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SWIMMING POOL REMOVAL GUIDE


So, you have finally decided to take the plunge and dive-in head first into your swimming pool removal. Suddenly, you are faced with a whole new set of questions. How will your pool removal be handled? Most cities allow a partial collapse and fill, where others require a full removal of all concrete and rebar and then backfilled under the supervision of a licensed Geotechnical soils engineer. There are many options that fall between these two ends of the spectrum and I will do my best to describe each techniques and the pros and cons of each.

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The Partial Removal and Non-Engineered Fill (Sides Broken down)


The process: This is the most common type of removal that we see. This technique involves punching holes in the bottom of the swimming pool, breaking the sides (bond beam) down 18-36 from grade and then backfilling and compacting with no engineering oversight. Suitable future use: Most cities will consider the area of the former pool non-buildable (no additions or dwellings) but the area will be perfectly acceptable for landscaping, sheds, concrete, plants or trees. Advantages: The main advantage to this type of pool removal is cost savings and the speed at which it can be removed (2-5 days) Disadvantages: There are a few disadvantages to this technique. The main disadvantage is that it will be something you will have to disclose to future buyers of the property and could affect the value of your home becasue it is considered non-buildable. On the other hand, you should check with the city building depatment and see what the property setbacks are to see whether it is a buildable area in the first place. Another disadvantage is that if someday someone wanted to install a new swimming pool the old one would have to be dug up, broken out, recompacted and re-dug to the shape of the new pool. Also, if this technique is performed incorrectly you may have an increased chance of sinkage, swelling, or a lack of proper seepage. Refer to the How to Hire A Contractor section in our ebook to see if your contractor measures up!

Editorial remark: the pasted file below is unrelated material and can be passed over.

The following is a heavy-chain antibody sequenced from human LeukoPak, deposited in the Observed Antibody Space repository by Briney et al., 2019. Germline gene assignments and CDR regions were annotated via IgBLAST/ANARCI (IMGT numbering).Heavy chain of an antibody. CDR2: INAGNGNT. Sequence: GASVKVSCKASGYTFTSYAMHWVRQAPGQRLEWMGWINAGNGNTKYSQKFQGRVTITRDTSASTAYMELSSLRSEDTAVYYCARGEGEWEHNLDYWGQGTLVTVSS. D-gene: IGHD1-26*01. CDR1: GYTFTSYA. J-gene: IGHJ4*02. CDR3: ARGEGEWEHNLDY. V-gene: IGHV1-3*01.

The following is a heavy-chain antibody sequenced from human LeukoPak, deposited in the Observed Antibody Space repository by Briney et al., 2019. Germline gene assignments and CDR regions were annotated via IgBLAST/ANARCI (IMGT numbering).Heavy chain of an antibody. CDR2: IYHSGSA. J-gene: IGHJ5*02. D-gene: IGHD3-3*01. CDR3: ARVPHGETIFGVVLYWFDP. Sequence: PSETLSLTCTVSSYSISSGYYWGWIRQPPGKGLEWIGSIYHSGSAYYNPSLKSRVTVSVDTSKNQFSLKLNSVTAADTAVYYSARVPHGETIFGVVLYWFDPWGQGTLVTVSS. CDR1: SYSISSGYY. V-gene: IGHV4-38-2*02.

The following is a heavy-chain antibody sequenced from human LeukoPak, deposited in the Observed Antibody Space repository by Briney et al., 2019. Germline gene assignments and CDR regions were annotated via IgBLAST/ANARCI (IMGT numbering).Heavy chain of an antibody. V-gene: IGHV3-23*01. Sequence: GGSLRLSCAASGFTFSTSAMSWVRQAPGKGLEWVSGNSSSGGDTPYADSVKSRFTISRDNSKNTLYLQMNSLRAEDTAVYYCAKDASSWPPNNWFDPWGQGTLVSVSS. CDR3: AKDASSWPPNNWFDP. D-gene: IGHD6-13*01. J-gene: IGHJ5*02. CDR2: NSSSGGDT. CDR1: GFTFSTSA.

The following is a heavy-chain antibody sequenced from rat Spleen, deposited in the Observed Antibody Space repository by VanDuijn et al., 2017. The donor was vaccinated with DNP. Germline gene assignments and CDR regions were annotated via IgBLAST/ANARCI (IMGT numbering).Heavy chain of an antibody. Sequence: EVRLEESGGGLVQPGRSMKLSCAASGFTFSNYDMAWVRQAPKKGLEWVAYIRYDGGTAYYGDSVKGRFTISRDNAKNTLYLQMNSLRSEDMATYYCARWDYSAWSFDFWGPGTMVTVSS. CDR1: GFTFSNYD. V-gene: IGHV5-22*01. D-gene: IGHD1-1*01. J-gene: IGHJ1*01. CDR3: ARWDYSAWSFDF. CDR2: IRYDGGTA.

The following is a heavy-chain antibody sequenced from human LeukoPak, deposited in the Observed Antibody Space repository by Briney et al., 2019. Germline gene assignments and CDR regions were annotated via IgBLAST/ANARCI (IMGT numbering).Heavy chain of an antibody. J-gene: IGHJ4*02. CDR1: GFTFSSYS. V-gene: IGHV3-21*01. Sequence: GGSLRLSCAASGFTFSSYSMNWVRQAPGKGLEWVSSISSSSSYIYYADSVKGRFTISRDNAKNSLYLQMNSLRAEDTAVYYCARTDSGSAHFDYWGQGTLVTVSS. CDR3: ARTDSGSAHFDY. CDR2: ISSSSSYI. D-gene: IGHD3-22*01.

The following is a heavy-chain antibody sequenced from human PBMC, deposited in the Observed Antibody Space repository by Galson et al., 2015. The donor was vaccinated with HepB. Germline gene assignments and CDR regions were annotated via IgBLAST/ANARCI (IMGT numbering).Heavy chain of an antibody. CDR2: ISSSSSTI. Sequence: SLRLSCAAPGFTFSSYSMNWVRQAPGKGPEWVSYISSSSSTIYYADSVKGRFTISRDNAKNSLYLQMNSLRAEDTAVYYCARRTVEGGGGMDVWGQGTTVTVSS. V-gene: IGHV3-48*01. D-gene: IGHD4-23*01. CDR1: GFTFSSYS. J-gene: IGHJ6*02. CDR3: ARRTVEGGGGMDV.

Partial Removal and Engineered Fill


The Process: This technique is the same as above except that the backfill would be monitored by an engineer technician who would perform density testing during backfill and then submit a senior engineer letter. This technique is typically only used when required by the city but if you are unsure of your contractors abilities it might be a good idea. Suitable future use: Most cities will consider the area of the former pool non-buildable (no additions or dwellings) but the area will be perfectly acceptable for landscaping, sheds, concrete, plants or trees. Advantages: The advantages to this type of pool removal is cost savings and the speed at which it can be removed (4-5 days). Another advantage would be that you have verification that the area has been properly compacted. Disadvantages: There are a few disadvantages to this technique. The main disadvantage is that it will be something you will have to disclose to future buyers of the property and could affect the value of your home becasue it is considered non-buildable. On the other hand, you should check with the city building depatment and see what the property setbacks are to see whether it is a buildable area in the first place. Another disadvantage is that if someday someone wanted to install a new swimming pool the old one would have to be dug up, broken out, recompacted and re-dug to the shape of the new pool.

Partial Removal and Engineered Fill

The Process: All concrete (Gunnite), fiberglass, liner, re-bar, etc. is removed from pool cavity and hauled offsite. The area is filled and compacted. Suitable future use: Most cities will consider the area of the former pool non-buildable (no additions or dwellings) but the area will be perfectly acceptable for landscaping, sheds, concrete, plants, trees or new swimming pool. Advantages: The advantages to this type of pool removal is cost savings and the speed at which it can be removed (4-5 days). Another advantage would be that you have verification that the area has been properly compacted